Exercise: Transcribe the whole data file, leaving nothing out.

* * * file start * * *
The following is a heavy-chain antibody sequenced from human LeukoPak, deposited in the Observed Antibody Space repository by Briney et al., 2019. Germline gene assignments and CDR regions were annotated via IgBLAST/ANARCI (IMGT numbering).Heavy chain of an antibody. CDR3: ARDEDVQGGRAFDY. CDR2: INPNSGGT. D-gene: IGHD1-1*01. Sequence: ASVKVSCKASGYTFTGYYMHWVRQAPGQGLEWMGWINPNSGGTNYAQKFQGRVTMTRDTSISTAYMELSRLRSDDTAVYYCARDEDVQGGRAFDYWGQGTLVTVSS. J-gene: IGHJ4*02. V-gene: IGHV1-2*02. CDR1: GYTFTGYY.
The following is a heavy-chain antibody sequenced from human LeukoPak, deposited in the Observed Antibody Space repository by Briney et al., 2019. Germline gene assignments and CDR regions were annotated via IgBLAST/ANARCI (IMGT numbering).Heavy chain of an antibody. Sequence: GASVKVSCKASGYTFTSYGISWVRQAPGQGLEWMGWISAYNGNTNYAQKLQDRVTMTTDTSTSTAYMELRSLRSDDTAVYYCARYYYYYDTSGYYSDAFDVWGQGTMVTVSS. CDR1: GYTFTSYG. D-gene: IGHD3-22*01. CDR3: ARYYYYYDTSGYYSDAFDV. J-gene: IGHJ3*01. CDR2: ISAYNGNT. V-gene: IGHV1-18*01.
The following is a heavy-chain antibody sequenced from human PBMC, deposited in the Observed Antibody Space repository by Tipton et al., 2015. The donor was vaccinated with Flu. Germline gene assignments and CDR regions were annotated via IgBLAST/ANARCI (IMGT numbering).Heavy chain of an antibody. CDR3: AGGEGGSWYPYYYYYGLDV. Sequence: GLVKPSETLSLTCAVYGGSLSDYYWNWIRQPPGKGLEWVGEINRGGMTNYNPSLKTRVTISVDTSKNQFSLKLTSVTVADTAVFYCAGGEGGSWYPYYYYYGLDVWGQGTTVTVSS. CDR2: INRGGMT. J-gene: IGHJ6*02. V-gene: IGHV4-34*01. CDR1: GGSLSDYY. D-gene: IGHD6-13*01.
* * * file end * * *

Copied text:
The following is a heavy-chain antibody sequenced from human LeukoPak, deposited in the Observed Antibody Space repository by Briney et al., 2019. Germline gene assignments and CDR regions were annotated via IgBLAST/ANARCI (IMGT numbering).Heavy chain of an antibody. CDR3: ARDEDVQGGRAFDY. CDR2: INPNSGGT. D-gene: IGHD1-1*01. Sequence: ASVKVSCKASGYTFTGYYMHWVRQAPGQGLEWMGWINPNSGGTNYAQKFQGRVTMTRDTSISTAYMELSRLRSDDTAVYYCARDEDVQGGRAFDYWGQGTLVTVSS. J-gene: IGHJ4*02. V-gene: IGHV1-2*02. CDR1: GYTFTGYY.
The following is a heavy-chain antibody sequenced from human LeukoPak, deposited in the Observed Antibody Space repository by Briney et al., 2019. Germline gene assignments and CDR regions were annotated via IgBLAST/ANARCI (IMGT numbering).Heavy chain of an antibody. Sequence: GASVKVSCKASGYTFTSYGISWVRQAPGQGLEWMGWISAYNGNTNYAQKLQDRVTMTTDTSTSTAYMELRSLRSDDTAVYYCARYYYYYDTSGYYSDAFDVWGQGTMVTVSS. CDR1: GYTFTSYG. D-gene: IGHD3-22*01. CDR3: ARYYYYYDTSGYYSDAFDV. J-gene: IGHJ3*01. CDR2: ISAYNGNT. V-gene: IGHV1-18*01.
The following is a heavy-chain antibody sequenced from human PBMC, deposited in the Observed Antibody Space repository by Tipton et al., 2015. The donor was vaccinated with Flu. Germline gene assignments and CDR regions were annotated via IgBLAST/ANARCI (IMGT numbering).Heavy chain of an antibody. CDR3: AGGEGGSWYPYYYYYGLDV. Sequence: GLVKPSETLSLTCAVYGGSLSDYYWNWIRQPPGKGLEWVGEINRGGMTNYNPSLKTRVTISVDTSKNQFSLKLTSVTVADTAVFYCAGGEGGSWYPYYYYYGLDVWGQGTTVTVSS. CDR2: INRGGMT. J-gene: IGHJ6*02. V-gene: IGHV4-34*01. CDR1: GGSLSDYY. D-gene: IGHD6-13*01.